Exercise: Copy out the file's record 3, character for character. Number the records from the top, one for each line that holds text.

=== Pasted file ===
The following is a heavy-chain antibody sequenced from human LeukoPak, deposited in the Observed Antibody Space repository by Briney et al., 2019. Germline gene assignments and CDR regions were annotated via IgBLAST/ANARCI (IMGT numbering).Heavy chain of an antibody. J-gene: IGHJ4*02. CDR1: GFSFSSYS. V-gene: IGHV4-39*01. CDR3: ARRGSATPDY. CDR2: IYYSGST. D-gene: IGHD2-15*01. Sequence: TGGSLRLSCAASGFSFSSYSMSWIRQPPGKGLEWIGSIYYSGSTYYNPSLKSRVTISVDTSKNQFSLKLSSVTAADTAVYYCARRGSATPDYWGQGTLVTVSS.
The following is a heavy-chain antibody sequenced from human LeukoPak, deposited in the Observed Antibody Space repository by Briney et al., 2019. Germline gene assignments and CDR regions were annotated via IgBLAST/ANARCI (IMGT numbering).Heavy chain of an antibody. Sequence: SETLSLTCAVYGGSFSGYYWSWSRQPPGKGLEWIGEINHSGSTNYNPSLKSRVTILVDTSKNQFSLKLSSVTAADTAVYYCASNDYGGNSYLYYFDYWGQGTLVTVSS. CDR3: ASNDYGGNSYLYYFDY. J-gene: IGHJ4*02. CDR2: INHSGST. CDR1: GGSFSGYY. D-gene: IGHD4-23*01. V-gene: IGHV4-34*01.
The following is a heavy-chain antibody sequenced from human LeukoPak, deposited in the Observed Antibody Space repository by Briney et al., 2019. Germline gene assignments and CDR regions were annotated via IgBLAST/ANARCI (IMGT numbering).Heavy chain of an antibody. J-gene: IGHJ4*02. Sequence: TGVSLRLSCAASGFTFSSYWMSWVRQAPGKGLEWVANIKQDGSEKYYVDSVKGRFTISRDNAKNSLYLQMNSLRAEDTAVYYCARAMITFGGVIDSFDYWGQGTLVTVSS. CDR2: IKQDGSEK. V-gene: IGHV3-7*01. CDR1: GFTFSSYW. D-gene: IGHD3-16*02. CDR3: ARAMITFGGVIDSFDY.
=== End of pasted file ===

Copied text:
The following is a heavy-chain antibody sequenced from human LeukoPak, deposited in the Observed Antibody Space repository by Briney et al., 2019. Germline gene assignments and CDR regions were annotated via IgBLAST/ANARCI (IMGT numbering).Heavy chain of an antibody. J-gene: IGHJ4*02. Sequence: TGVSLRLSCAASGFTFSSYWMSWVRQAPGKGLEWVANIKQDGSEKYYVDSVKGRFTISRDNAKNSLYLQMNSLRAEDTAVYYCARAMITFGGVIDSFDYWGQGTLVTVSS. CDR2: IKQDGSEK. V-gene: IGHV3-7*01. CDR1: GFTFSSYW. D-gene: IGHD3-16*02. CDR3: ARAMITFGGVIDSFDY.